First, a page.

All That She Can Be

A photo book about women at war.

by Rebecca Adler Warren
Captain Gabriela Ordonez-Mackey, a lawyer, enlisted in 2004 so that she could be deployed with her husband to Iraq. Their son Jacob (above) was born in 2007.
Photograph: Photo: From When Janey Comes Marching Home: Portraits of Women Combat Veterans by Laura Browder, Photographs by Sascha Pflaeging, Copyright

The U.S. women who have served in Iraq and Afghanistan—some 220,000 of them—have seen more wartime action than any female soldiers in our military history. When Janey Comes Marching Home (UNC Press), by Laura Browder with photographs by Sascha Pflaeging, highlights 48 of these veterans in brazenly honest portraits and interviews. The stories here detail the challenges of long-distance motherhood (“The first time we came back, my daughter didn’t recognize me or my husband”), the horrors of military rape culture (“It’s just really bad for the women who have to go to the bathroom at night”) and the complexities of living with the enemy. But they are also surprisingly joyful, filled with a fervent brand of feminism and hard-won patriotism. As one captain says about her independence, “I took that concept to another level when I joined the army.”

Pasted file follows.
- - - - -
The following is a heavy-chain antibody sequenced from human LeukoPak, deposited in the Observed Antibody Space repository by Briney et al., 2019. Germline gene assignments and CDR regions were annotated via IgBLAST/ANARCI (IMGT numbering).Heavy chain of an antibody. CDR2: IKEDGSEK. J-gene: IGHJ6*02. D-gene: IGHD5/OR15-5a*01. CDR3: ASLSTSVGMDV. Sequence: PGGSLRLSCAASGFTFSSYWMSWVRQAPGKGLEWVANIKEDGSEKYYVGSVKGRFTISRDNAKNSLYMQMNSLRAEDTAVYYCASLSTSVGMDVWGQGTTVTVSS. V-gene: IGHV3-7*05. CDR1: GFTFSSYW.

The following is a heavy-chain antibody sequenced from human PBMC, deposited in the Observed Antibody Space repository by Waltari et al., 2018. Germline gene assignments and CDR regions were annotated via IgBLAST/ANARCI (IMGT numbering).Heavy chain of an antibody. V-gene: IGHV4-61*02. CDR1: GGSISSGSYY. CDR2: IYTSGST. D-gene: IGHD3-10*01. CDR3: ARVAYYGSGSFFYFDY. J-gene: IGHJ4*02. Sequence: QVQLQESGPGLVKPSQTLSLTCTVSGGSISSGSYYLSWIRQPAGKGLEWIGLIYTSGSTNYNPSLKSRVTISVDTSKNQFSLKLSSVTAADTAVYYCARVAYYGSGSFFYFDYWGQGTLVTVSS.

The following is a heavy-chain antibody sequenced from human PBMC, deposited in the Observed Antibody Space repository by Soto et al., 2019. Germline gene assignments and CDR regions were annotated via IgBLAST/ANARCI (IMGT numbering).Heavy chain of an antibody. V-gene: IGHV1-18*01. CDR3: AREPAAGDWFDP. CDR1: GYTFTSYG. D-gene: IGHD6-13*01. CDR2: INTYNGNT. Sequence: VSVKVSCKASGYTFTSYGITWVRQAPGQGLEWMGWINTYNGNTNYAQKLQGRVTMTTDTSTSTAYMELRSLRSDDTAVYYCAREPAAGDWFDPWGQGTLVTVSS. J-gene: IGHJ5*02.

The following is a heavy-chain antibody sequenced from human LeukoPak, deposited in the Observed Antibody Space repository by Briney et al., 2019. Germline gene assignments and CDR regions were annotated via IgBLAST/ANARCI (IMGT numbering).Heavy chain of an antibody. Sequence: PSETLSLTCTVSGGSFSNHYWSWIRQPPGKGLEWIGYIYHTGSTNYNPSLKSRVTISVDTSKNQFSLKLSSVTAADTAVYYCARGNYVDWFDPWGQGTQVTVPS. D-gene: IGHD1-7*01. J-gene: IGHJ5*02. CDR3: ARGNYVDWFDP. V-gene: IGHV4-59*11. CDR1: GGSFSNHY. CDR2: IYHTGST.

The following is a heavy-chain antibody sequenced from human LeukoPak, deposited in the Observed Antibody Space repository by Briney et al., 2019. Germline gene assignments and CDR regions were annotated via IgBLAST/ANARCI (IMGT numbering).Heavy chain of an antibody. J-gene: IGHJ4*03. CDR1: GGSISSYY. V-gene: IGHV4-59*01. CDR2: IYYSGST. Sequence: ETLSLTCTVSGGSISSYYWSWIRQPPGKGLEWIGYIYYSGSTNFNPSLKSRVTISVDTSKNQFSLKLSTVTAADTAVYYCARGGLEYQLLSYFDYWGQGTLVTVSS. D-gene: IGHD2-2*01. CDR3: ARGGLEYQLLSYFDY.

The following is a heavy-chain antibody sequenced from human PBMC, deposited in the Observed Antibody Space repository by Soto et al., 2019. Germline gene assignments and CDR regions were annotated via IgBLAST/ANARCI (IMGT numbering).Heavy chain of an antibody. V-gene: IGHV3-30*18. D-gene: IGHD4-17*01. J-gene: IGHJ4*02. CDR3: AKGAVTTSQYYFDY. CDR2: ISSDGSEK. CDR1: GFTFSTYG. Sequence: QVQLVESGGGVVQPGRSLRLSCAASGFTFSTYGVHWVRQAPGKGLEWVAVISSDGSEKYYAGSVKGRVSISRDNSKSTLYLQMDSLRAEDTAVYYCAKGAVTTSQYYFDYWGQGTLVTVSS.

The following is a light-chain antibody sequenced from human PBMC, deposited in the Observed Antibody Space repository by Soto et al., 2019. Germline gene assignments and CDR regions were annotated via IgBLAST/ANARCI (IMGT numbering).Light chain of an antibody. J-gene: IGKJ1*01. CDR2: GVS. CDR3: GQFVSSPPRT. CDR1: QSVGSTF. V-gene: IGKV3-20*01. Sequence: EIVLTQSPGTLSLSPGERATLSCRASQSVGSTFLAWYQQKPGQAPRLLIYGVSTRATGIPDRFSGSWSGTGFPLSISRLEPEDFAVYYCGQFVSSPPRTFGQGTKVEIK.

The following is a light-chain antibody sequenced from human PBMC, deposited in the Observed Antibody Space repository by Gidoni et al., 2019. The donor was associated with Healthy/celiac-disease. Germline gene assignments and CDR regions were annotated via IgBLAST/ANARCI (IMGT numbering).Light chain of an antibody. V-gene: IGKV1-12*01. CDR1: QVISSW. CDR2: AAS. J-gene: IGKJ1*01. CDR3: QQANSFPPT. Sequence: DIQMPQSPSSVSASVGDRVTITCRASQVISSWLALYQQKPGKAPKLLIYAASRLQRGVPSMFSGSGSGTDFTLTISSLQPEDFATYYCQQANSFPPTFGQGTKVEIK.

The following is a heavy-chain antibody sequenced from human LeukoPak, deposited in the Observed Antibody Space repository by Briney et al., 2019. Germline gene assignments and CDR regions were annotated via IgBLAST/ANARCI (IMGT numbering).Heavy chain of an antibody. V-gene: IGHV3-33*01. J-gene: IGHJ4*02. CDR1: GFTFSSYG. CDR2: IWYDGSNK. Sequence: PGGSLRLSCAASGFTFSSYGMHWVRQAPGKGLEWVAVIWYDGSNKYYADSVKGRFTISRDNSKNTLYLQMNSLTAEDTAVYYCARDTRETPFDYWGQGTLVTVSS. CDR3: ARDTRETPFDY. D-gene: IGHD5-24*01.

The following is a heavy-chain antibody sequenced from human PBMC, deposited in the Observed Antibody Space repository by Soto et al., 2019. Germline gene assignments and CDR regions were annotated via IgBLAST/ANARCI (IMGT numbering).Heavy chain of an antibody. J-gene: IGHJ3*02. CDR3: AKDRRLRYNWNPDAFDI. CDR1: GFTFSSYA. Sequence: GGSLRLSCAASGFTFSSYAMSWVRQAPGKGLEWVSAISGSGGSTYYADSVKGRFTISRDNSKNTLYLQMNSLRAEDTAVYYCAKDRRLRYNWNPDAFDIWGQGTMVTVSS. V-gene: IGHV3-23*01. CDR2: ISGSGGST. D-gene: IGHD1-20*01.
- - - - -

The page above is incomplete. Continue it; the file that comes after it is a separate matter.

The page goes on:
Originally published in the May 2010 issue of More.

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